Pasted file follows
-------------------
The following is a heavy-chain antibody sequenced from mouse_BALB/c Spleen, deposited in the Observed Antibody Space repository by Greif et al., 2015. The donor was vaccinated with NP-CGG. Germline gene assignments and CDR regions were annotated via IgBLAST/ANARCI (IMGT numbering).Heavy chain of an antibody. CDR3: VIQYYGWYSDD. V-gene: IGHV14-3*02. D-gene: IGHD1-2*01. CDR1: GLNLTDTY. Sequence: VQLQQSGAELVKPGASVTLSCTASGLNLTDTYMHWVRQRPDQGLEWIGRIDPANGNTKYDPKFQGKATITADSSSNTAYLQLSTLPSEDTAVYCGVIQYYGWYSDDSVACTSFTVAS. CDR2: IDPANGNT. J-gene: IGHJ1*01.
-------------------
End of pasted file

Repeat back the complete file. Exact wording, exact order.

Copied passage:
The following is a heavy-chain antibody sequenced from mouse_BALB/c Spleen, deposited in the Observed Antibody Space repository by Greif et al., 2015. The donor was vaccinated with NP-CGG. Germline gene assignments and CDR regions were annotated via IgBLAST/ANARCI (IMGT numbering).Heavy chain of an antibody. CDR3: VIQYYGWYSDD. V-gene: IGHV14-3*02. D-gene: IGHD1-2*01. CDR1: GLNLTDTY. Sequence: VQLQQSGAELVKPGASVTLSCTASGLNLTDTYMHWVRQRPDQGLEWIGRIDPANGNTKYDPKFQGKATITADSSSNTAYLQLSTLPSEDTAVYCGVIQYYGWYSDDSVACTSFTVAS. CDR2: IDPANGNT. J-gene: IGHJ1*01.